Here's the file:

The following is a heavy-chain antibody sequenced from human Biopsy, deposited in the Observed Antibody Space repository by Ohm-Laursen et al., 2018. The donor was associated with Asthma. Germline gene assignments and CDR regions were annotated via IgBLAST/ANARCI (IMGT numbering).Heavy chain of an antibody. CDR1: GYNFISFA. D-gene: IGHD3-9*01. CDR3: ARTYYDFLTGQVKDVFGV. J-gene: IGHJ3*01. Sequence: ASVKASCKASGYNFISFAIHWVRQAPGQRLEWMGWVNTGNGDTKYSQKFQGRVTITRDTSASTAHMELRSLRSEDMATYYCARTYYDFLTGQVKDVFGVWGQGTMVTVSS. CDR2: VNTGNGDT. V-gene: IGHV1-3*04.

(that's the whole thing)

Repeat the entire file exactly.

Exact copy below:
The following is a heavy-chain antibody sequenced from human Biopsy, deposited in the Observed Antibody Space repository by Ohm-Laursen et al., 2018. The donor was associated with Asthma. Germline gene assignments and CDR regions were annotated via IgBLAST/ANARCI (IMGT numbering).Heavy chain of an antibody. CDR1: GYNFISFA. D-gene: IGHD3-9*01. CDR3: ARTYYDFLTGQVKDVFGV. J-gene: IGHJ3*01. Sequence: ASVKASCKASGYNFISFAIHWVRQAPGQRLEWMGWVNTGNGDTKYSQKFQGRVTITRDTSASTAHMELRSLRSEDMATYYCARTYYDFLTGQVKDVFGVWGQGTMVTVSS. CDR2: VNTGNGDT. V-gene: IGHV1-3*04.